this gives an increased frequency of contact between pregnant women and physicians; the probability of prescribing drugs increases.
An overwhelming number of drugs (both OTC and Rx) have not been tested for their teratogenic effects on a fetus.
Also now having to deal more and more with the problems of mothers who were on illicit drugs such as cocaine during pregnancy and the learning problems their children experience.
Heroin use may be associated with:
increased rate of prematurity
increased number of SGA infants
as infants the children are irritable and hyperactive, and in early childhood they are distractible and inattentive.
Cocaine use may be associated with:
intrauterine growth retardation
decreased head circumference
One additional example –
emphasizes the point that our society doesn't know all of the potential neurotoxic effects of drugs
Isotretinoin, marketed as Accutane for severe cystic acne, has also been used widely for the treatment of regular acne. Despite a category X FDA rating, it has been used by childbearing women, resulting in children born with MR and/or developing LD.
Mainly preventable, obstetrical trauma.
Very difficult to derive good statistics due to many covariants and confounding factors.
Breech presentation = increased problems
5% died first week; increased morbidity
Breech presentation children also have about a 5X prevalence of hyperkinesis and LD compared to vertex presentations.
Prolonged labor shows up more commonly in the histories of kids with learning problems.
Intracranial vascular injury and hemorrhage can result in significant consequences including motor abnormalities (like CP), seizures, LD, and MR.
Long term meaning of short term changes
Address three questions:
1) do the effects of medication last past the peri-natal period?
2) can the effects be identified in cognitive tasks or attention?
3) can the cognitive effects be identified as LD or visual-perceptual disorders?
Most behavioral studies of the effects of drugs used in childbirth are concentrated in the newborn period. very few address children over 1 year and few of those address subtle visual, perceptual, cognitive or behavioral developmental areas.
Drug effects on neonates
with few exceptions, drugs used in obstetric anesthesia and analgesia rapidly cross the placenta.
Inducers: can give contractions too strong and sustained for safety of the mother and child
Study of about 2000 infants: inhalation
anesthetics & oxytocin related to psychomotor deficits (1st year)
LD: higher incidence of pregnancy and birth complications
higher frequency of induction
meds used in general, particularly inhalation anesthesia
While prenatal and perinatal complications are found more frequently in the histories of children with LD, they provide neither a necessary nor a sufficient explanation.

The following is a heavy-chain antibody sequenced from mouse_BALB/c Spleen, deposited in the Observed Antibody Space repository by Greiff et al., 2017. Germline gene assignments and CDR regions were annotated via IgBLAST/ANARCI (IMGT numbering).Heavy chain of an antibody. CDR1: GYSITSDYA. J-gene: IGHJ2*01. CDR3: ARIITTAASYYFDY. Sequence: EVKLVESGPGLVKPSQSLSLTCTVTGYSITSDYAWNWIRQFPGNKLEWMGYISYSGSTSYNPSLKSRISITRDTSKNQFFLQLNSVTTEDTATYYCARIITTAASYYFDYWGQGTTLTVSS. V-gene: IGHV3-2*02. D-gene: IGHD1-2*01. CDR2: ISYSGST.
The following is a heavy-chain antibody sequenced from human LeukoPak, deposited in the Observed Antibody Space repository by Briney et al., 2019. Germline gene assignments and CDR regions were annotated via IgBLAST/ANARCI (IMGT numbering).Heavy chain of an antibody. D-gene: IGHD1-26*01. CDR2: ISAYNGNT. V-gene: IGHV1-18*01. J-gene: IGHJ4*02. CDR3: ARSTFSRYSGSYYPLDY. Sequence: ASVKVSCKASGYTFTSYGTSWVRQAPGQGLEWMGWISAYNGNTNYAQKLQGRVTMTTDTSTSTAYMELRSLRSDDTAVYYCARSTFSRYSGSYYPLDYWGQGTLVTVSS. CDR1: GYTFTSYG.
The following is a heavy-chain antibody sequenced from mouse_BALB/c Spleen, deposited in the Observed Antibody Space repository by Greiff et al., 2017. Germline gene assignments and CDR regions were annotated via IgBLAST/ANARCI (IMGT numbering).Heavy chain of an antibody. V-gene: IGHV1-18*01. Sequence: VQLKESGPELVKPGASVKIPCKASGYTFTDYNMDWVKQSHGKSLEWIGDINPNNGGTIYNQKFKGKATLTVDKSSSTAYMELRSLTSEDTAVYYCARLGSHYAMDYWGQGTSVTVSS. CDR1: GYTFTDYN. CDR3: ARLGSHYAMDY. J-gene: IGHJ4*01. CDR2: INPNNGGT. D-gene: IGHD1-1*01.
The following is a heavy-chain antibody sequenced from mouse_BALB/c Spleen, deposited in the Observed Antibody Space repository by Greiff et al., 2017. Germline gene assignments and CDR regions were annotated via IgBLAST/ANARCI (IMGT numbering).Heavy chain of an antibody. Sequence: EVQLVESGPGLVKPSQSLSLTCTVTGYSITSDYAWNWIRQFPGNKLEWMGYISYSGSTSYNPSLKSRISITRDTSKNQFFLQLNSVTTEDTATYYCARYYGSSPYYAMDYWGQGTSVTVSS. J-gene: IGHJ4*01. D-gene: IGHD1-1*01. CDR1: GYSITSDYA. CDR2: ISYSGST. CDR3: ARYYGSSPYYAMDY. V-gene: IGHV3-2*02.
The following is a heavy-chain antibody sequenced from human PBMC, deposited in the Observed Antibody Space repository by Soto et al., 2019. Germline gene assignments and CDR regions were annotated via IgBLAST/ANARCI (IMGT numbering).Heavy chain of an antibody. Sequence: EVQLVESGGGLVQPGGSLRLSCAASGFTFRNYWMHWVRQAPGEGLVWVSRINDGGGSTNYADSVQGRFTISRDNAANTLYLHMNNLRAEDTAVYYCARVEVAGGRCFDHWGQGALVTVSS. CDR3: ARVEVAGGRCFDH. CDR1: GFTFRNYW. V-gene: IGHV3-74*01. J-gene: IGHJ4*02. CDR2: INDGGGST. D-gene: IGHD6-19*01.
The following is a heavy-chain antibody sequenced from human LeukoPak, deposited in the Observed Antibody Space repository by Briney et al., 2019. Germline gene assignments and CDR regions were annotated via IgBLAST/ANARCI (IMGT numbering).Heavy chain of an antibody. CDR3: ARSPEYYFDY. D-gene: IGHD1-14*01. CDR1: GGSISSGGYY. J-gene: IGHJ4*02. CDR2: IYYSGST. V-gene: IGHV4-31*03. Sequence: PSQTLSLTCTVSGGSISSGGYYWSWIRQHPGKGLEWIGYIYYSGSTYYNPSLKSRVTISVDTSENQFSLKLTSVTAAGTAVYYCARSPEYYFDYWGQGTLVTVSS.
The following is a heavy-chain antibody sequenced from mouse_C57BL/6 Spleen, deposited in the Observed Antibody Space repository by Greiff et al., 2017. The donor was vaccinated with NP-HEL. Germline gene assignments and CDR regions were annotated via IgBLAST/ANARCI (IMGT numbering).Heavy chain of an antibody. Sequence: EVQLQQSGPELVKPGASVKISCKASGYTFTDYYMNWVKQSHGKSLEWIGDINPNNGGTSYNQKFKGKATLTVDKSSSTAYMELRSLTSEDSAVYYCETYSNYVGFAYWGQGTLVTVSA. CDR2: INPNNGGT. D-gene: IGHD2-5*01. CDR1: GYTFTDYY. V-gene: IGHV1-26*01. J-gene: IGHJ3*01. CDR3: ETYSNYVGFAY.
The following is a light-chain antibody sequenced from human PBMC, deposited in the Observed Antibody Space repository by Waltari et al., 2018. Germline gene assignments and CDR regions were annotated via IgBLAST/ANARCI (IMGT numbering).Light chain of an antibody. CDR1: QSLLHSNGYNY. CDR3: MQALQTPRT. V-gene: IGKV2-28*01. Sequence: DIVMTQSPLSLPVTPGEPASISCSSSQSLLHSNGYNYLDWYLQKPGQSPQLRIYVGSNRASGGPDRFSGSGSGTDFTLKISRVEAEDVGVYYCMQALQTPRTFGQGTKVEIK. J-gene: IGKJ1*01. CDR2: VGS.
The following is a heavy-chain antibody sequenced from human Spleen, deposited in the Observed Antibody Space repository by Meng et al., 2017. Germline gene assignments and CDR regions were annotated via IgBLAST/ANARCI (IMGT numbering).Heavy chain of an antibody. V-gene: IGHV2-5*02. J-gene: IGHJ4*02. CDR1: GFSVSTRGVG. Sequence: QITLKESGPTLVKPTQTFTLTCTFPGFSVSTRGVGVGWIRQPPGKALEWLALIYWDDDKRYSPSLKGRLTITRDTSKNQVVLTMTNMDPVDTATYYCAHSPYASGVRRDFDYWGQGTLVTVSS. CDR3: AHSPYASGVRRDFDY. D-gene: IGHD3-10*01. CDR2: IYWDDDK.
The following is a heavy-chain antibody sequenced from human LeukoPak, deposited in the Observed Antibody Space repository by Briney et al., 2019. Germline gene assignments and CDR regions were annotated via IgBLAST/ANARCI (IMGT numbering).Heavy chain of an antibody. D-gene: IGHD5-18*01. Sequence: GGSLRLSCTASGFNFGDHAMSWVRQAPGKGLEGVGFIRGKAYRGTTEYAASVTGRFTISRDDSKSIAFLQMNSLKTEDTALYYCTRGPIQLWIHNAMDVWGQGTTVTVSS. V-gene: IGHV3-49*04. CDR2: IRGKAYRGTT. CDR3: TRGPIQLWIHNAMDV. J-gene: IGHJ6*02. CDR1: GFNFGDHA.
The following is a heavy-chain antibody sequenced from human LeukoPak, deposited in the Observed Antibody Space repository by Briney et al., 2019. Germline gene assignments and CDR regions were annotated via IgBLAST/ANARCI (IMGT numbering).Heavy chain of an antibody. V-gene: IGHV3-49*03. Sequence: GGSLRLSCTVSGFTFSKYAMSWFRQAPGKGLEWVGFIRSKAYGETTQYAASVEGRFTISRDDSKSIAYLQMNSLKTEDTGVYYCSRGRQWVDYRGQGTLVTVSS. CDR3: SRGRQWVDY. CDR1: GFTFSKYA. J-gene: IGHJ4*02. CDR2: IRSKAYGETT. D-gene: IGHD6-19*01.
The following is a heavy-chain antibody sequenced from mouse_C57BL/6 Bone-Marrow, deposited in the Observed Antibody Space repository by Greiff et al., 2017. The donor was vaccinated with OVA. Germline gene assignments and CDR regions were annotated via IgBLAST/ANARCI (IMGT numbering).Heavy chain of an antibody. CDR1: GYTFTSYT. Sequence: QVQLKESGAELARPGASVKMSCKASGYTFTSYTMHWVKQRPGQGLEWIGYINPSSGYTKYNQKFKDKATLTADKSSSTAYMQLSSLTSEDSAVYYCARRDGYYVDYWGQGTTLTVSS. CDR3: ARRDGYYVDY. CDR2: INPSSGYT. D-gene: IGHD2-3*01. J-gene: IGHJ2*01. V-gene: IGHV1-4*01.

Fact remains, drug-related deficits in
neonatal responsiveness suggest the possibility of deficits in responsiveness
or learning at later ages. Concern stems from a lack of knowledge about
the effects of a given agent on the fetus or newborn even though the effects
may be known on an adult. The immaturity of the CNS increases its vulnerability
LOW BIRTH WEIGHT
Studied frequently -
prototypic risk group
increasing numbers of survivors
about 7% of surviving infants
at risk for a variety of intellectual tasks
Definition: 2500 G or less (5 1/2 lb.)
< 1500 Very Low Birth Weight (VLBW)
< 1000 Extremely Low Birth Weiht (ELBW)
VLBW can result in mothers with treatable conditions. The risk of VLBW deliveries in black women is significantly increased if they have essential hypertension or a urinary tract infection. The risk is higher in white women who have essential hypertension, a urinary tract infection, pregnancy-induced hypertension, or diabetes. Also higher in any woman who receives inadequate prenatal care.
Mean IQ is lower than average, but still
within normal range
Higher incidence of learning problems
Failure in school/special class placement; found in 30% of LBW children with IQ over 100
found in 36% of LBW children with IQ over 90
LBW infants score: lower on motor development in infancy and preschool years
lower on motor development than same kids mental scores
Visual-motor integration (eye-hand coordination) is an area that has been a very consistent problem for the LBW child !!
Consideration: overwhelming role played
by social factors!
Social factors, i.e., the environment - most reliable predictors of later outcomes
Summary of what we know about
1] decreased intellectual functioning is associated with LBW, may be associated with social factors
2] social factors are more important
3] school performance is not as good for LBW - with social implications
4] visual-motor integration decreased
A growing number of infections are now recognized as important causes of fetal damage when the disease affects the mother during pregnancy - some of these infections can damage the developing nervous system of the child, resulting in a variety of clinical findings such as MR, LD, seizures, CP, microcephaly, and hydrocephaly. The damage appears to be due to direct effects of the infectious agents on the brain tissue. In most cases there is also damage to other organs, particularly included would be the visual system, e.g., neural tube ® colobomas.